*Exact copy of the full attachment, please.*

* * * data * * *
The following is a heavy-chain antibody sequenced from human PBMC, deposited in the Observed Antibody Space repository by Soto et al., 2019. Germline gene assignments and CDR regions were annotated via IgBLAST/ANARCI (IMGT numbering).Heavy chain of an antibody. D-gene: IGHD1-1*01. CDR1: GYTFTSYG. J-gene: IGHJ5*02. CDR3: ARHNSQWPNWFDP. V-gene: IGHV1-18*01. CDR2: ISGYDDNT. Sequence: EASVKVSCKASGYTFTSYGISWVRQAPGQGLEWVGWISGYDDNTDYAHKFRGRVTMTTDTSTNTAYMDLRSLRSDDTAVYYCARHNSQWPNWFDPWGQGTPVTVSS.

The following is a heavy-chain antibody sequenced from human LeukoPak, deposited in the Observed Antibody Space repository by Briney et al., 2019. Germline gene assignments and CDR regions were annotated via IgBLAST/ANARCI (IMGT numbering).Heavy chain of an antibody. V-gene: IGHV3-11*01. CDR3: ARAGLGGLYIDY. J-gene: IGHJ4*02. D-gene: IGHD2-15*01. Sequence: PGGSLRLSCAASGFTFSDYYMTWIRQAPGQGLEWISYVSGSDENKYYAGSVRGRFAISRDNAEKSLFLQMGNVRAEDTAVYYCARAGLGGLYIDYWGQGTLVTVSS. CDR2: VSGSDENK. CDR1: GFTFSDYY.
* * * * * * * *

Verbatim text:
The following is a heavy-chain antibody sequenced from human PBMC, deposited in the Observed Antibody Space repository by Soto et al., 2019. Germline gene assignments and CDR regions were annotated via IgBLAST/ANARCI (IMGT numbering).Heavy chain of an antibody. D-gene: IGHD1-1*01. CDR1: GYTFTSYG. J-gene: IGHJ5*02. CDR3: ARHNSQWPNWFDP. V-gene: IGHV1-18*01. CDR2: ISGYDDNT. Sequence: EASVKVSCKASGYTFTSYGISWVRQAPGQGLEWVGWISGYDDNTDYAHKFRGRVTMTTDTSTNTAYMDLRSLRSDDTAVYYCARHNSQWPNWFDPWGQGTPVTVSS.

The following is a heavy-chain antibody sequenced from human LeukoPak, deposited in the Observed Antibody Space repository by Briney et al., 2019. Germline gene assignments and CDR regions were annotated via IgBLAST/ANARCI (IMGT numbering).Heavy chain of an antibody. V-gene: IGHV3-11*01. CDR3: ARAGLGGLYIDY. J-gene: IGHJ4*02. D-gene: IGHD2-15*01. Sequence: PGGSLRLSCAASGFTFSDYYMTWIRQAPGQGLEWISYVSGSDENKYYAGSVRGRFAISRDNAEKSLFLQMGNVRAEDTAVYYCARAGLGGLYIDYWGQGTLVTVSS. CDR2: VSGSDENK. CDR1: GFTFSDYY.